According to the historical record available today, it is believed that several instruments originated within the tribal groups that once inhabited the island presently known as Sri Lanka. Among these, seven remain in use:

In addition to these drums, a new drum was recently created (in 2000) by Sri Lankan musician Kalasoori Piyasāra Shilpadhipathi, referred to as the Gaŭla - it is a barrel-shaped instrument containing one head from the Gáta Béra, and one from the Daŭla. A set of rudiments (practice rhythms) were also created by him to accommodate the instrument's unique tone.

Also in addition to these drums, the dhōlki is also used by many musicians - though this drum is believed to have descended from those brought to Sri Lanka from India - unlike the aforementioned instruments; which are believed to have existed in Sri Lanka prior to the arrival of the first Indian explorers (though this is difficult to verify due to the proximity of the two nations to one another - it is impossible to say, with any degree of certainty, that no cultural exchange occurred between the peoples of southern India and Sri Lanka prior to any particular date in history).

In 2011, an eBook and a small print book were published with basic playing technique for the Thammattama drum, using Western Notation as a basis. The title is "Sri Lankan Drumming: The Thammattama" published by BookBrewer (eBook) and CreateSpace (Print Book).


See also: Ravanahatha

The Ravanahatha is a crude violin made of coconut shell, bamboo and goat skin, with a natural fibre serving as the string. Goat and sheep gut and coconut wood are also used. It is believed to be the first stringed instrument to be played with a bow and is recognized as the world's first violin.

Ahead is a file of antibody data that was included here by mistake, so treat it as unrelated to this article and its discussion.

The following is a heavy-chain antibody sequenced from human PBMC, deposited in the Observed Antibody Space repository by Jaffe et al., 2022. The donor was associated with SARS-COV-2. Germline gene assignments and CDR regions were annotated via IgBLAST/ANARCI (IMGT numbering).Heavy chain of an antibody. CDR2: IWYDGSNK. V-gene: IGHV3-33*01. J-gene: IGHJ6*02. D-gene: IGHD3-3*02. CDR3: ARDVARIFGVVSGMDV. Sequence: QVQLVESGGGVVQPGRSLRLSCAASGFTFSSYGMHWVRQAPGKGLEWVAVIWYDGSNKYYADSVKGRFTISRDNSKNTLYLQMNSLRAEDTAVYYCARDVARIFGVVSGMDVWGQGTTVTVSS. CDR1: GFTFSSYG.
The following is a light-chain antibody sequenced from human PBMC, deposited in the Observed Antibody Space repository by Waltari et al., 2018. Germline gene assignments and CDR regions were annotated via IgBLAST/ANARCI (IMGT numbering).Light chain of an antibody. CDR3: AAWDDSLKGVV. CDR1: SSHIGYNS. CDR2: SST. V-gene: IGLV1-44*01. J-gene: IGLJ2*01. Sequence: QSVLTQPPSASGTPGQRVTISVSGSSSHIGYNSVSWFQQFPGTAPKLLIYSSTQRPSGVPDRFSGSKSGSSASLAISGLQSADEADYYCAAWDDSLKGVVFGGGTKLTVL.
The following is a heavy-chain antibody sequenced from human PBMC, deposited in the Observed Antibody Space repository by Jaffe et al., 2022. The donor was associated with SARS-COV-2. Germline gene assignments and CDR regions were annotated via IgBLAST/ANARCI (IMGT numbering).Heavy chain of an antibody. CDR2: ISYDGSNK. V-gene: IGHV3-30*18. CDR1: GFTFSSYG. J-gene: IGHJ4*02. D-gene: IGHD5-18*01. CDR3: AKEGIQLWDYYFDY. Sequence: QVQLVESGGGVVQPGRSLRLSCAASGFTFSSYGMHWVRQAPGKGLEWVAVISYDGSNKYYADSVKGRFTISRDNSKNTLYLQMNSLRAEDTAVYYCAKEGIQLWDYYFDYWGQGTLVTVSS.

The Ravanahatha or Ravana's hand is mentioned in the ancient Indian epic 'Ramayana'. The Ravanahatha sounds like the north Indian instruments Sarangi and Esraj.

Western music

Western classical music has been studied and performed in Sri Lanka since its introduction during the Portuguese colonial period of the 19th century. The upper middle-class and upper-class citizens of the country traditionally formed the pedagogues, students, and audience of the Western classical tradition in the country, although western music is also offered as a subject at secondary schools and at tertiary level. The Symphony Orchestra of Sri Lanka is one of the oldest western orchestras in South Asia. The foundation of the National Youth Orchestra has helped increase interest and participation more widely in society and among young people outside Colombo. Many Sri Lankans have continued to reach the upper echelons of classical performance, including world-renowned cellist Rohan de Saram, pianist Rohan de Silva,[12] and many other composers, organists, and orchestral performers.